Careers rarely develop the way we plan them. Our career path often takes many twists and turns, with particular events, choices and people influencing our direction.

We asked Elaine MacDonald from St. Michael's House to give some advice for people considering this job:

Elaine MacDonald

Psychologist - Clinical

St. Michael's House

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Elaine MacDonald

Make sure you are willing to go the full distance in terms of the time needed to train as a Clinical Psychologist – it’s typically at least six years academic study, and invariably this period is interspersed with work in a relevant field.

Do be as confident as you can that you’re happy being a “listener” and “observer”, as you will spend significant amounts of time in your work life as a Clinical Psychologist being in this role, as well as being in the “do-er” role and being in the limelight.

To have a good ‘fit’ with this career you’ll need to be happy working with people – as individuals on a one to one basis, with groups (e.g. families), and as part of a team in the workplace.

You need to have a good attention to detail as the job needs good observation skills, record keeping, and organisation skills.

Be prepared for learning and self-development to be on-going for the whole of your career because, as a Clinical Psychologist, you’ll be learning and using techniques and intervention approaches that are being constantly developed, and be working in accordance with policies and laws that are also constantly evolving.

The last piece of advice I’d give to someone considering this job is to be as sure as you can that you feel comfortable and even excited at the prospect of your career revolving around people and groups with all the varied, diverse, and unpredictable rewards and challenges that this brings!

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Creative people are drawn to careers and activities that enable them to take responsibility for the design, layout or sensory impact of something (visual, auditory etc). They may be drawn towards the traditional artistic pursuits such as painting, sculpture, singing, or music. Or they may show more interest in design, such as architecture, animation, or craft areas, such as pottery and ceramics.

Creative people use their personal understanding of people and the world they live in to guide their work. Creative people like to work in unstructured workplaces, enjoy taking risks and prefer a minimum of routine.
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Career Advice Work Life Balance

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Work Life Balance

Work-life balance day is March 1st. Employers and organisations are encouraged to engage in activities in that are aimed at highlighting work-life balance practices and the benefits that alternative working arrangements can provide to busineses and employees.

It can be challenging for some people to create a healthy balance between work and enjoying life, however, it is possible. To do this we need to have the right attitude and take responsibility for looking after not just our physical health but our mental health and wellbeing.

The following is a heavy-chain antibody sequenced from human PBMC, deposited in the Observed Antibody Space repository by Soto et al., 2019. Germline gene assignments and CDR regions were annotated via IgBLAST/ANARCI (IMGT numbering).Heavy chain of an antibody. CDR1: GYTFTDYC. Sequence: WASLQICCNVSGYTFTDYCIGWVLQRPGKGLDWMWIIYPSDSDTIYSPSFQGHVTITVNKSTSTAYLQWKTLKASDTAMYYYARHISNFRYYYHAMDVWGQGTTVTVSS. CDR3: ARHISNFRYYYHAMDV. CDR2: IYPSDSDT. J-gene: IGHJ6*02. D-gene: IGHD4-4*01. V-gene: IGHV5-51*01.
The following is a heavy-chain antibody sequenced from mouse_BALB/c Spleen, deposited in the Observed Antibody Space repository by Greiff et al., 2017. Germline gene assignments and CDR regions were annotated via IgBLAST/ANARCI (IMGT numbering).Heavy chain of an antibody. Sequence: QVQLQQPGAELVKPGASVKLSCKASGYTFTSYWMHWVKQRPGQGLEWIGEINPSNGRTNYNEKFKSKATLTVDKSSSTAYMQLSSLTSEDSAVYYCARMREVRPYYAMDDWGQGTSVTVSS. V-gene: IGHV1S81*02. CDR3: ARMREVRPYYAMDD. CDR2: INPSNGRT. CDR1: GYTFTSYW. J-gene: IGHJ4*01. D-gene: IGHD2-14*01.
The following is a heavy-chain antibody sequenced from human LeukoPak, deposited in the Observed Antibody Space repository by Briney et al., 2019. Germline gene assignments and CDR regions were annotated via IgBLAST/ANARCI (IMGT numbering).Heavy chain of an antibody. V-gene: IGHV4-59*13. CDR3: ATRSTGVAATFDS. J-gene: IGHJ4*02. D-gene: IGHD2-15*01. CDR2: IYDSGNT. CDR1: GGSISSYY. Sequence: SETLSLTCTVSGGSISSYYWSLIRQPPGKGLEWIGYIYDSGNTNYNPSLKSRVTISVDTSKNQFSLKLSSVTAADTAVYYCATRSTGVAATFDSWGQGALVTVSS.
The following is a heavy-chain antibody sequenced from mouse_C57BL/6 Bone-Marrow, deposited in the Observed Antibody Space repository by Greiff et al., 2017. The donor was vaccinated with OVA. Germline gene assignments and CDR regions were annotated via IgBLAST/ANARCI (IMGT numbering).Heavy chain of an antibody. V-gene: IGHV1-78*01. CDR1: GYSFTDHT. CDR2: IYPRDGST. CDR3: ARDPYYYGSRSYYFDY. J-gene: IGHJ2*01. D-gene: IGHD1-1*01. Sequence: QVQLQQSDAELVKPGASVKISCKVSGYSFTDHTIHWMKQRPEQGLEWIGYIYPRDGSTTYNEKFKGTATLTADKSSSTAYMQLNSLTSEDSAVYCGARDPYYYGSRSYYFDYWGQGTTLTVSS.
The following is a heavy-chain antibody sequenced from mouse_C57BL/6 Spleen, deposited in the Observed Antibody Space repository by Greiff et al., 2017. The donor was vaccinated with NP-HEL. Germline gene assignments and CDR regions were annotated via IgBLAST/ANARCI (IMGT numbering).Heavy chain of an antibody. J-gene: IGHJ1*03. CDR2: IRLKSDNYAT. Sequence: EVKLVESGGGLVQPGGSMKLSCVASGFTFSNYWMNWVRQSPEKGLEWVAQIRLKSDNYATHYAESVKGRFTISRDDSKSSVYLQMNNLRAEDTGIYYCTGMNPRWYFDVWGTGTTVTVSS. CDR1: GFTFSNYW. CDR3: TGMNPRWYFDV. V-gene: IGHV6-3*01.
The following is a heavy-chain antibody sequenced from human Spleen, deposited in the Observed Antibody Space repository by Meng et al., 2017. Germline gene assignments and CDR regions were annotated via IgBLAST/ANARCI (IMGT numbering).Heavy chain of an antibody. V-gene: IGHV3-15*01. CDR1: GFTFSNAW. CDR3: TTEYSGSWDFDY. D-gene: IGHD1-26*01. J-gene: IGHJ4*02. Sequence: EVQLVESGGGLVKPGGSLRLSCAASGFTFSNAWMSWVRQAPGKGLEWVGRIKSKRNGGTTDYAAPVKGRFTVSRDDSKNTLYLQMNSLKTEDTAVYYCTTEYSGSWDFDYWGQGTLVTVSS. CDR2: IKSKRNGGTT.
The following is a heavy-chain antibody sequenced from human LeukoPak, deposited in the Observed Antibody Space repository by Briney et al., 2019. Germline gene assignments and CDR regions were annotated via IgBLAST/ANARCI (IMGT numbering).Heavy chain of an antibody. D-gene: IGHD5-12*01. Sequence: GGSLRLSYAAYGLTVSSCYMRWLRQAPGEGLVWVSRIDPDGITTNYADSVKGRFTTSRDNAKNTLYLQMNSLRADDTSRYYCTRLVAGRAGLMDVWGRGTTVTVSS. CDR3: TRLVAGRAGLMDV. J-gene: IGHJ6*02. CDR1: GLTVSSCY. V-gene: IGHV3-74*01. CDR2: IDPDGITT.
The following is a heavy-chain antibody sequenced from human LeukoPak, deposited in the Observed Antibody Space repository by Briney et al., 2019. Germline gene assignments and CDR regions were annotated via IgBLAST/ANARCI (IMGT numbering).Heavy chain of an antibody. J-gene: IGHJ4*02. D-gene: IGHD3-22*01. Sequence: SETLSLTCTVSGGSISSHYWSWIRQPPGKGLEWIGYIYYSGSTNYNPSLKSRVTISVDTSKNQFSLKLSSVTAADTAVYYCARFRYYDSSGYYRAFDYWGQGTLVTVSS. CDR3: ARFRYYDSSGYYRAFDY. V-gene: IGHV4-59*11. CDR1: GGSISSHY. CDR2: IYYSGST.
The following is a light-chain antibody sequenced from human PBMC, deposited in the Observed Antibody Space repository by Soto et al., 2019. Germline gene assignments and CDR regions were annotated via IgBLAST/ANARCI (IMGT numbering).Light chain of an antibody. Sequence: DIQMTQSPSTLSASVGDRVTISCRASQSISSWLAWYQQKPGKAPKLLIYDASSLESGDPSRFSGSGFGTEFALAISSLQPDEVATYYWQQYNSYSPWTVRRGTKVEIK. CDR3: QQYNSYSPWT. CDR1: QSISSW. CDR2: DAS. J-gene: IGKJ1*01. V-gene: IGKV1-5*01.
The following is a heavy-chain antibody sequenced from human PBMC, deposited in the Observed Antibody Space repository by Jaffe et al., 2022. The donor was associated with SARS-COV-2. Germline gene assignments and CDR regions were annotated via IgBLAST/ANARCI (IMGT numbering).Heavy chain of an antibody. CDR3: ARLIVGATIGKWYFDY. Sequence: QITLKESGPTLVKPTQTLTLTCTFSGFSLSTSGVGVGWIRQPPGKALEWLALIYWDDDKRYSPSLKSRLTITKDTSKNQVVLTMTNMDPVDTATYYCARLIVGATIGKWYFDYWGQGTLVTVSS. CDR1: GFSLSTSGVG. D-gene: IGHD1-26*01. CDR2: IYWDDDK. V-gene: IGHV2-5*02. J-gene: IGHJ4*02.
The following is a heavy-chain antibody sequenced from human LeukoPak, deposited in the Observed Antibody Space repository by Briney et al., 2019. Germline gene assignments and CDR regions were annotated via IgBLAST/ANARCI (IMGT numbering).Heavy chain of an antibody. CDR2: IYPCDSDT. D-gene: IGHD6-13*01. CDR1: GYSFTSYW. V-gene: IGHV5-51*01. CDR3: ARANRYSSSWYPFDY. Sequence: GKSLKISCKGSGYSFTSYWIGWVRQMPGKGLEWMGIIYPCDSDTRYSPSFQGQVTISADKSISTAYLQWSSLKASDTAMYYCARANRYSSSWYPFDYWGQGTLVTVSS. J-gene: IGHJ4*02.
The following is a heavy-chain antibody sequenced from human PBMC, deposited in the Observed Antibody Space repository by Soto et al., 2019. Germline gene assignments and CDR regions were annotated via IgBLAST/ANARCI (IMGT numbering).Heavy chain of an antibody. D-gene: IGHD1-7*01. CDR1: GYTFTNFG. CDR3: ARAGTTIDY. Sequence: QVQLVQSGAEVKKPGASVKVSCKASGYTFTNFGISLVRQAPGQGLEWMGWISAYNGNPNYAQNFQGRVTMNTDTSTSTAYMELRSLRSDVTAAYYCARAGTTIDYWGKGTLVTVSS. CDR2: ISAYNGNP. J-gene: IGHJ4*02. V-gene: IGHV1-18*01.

For most people striking a healthy work life balance means ensuring their home life gets as much time, attention and energy as their work lives. People can find themselves "juggling" all their commitments including work, study, family and friends and leisure. Statistics indicate that one in four people will have experience of a mental health difficulty and high levels of stress can be a contributory factor.

So work life balance is about being clear about what is important to you in each area of your life and prioritising daily decisions to achieve what you want. For example: you may need to put more time into study just before an exam or family if you have a sick child or relative. 

Some Tips for achieving the balance:

  • Learn to say No - by understanding what your needs and priorities are you are more likely to be clear about the things you don't need to take on in your life.
  • Create more Space for yourself - you can always create more time by dropping the things you don't need. For example: how much time do you spend on social media sites or watching soaps? This time could be better spent on doing an activity that helps to de-stress and energise you like reading, taking up an activity with family, friends and relaxation.

  • Evaluate your relationship with work - with the economic downturn more and more people are working harder and longer hours it can be tempting to clock up the hourse with increased workloads or by trying to earn a promotion. However, are you married to your work? The knockon effect of working too much can lead to fatigue, stress, losing time with family and friends and increased expectations about your role in work. However, there are ways of ensuring work does not take ove your life including:

Leave work at work: with the ever increasing technology it can be tempting to be available. Create a boundry around your work/home time.

Find out about the many work options: you may have more flexibility around your working week than you you realise. Discuss these with your employer. To view these options: click here

Have a good support system: tune into your supports at work this could be a co-worker, supervisor or mentor. Having good relationships at work ease stressful situations and are important for job satisfaction.       

For more information on work-life balance:

www.equality.ie

www.mentalhealthireland.ie